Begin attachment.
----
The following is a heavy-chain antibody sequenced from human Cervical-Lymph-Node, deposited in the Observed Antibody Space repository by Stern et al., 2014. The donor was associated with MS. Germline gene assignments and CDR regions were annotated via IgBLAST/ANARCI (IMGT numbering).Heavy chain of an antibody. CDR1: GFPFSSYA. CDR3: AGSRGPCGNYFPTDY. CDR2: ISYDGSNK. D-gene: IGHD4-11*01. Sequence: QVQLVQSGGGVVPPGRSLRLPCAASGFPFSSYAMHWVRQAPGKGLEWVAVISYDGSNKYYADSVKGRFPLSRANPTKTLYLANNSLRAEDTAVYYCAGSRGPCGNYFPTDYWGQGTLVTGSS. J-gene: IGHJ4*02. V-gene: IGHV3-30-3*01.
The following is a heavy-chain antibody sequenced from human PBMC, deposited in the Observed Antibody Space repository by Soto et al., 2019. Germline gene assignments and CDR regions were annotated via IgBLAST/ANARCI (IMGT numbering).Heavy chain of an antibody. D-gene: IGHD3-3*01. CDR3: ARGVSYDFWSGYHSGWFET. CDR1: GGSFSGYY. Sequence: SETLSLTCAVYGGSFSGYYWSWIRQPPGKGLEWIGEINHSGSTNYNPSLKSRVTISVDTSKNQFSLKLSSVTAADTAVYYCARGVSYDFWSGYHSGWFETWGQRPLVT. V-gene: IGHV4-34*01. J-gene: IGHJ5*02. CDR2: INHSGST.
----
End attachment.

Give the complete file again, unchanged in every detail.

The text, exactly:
The following is a heavy-chain antibody sequenced from human Cervical-Lymph-Node, deposited in the Observed Antibody Space repository by Stern et al., 2014. The donor was associated with MS. Germline gene assignments and CDR regions were annotated via IgBLAST/ANARCI (IMGT numbering).Heavy chain of an antibody. CDR1: GFPFSSYA. CDR3: AGSRGPCGNYFPTDY. CDR2: ISYDGSNK. D-gene: IGHD4-11*01. Sequence: QVQLVQSGGGVVPPGRSLRLPCAASGFPFSSYAMHWVRQAPGKGLEWVAVISYDGSNKYYADSVKGRFPLSRANPTKTLYLANNSLRAEDTAVYYCAGSRGPCGNYFPTDYWGQGTLVTGSS. J-gene: IGHJ4*02. V-gene: IGHV3-30-3*01.
The following is a heavy-chain antibody sequenced from human PBMC, deposited in the Observed Antibody Space repository by Soto et al., 2019. Germline gene assignments and CDR regions were annotated via IgBLAST/ANARCI (IMGT numbering).Heavy chain of an antibody. D-gene: IGHD3-3*01. CDR3: ARGVSYDFWSGYHSGWFET. CDR1: GGSFSGYY. Sequence: SETLSLTCAVYGGSFSGYYWSWIRQPPGKGLEWIGEINHSGSTNYNPSLKSRVTISVDTSKNQFSLKLSSVTAADTAVYYCARGVSYDFWSGYHSGWFETWGQRPLVT. V-gene: IGHV4-34*01. J-gene: IGHJ5*02. CDR2: INHSGST.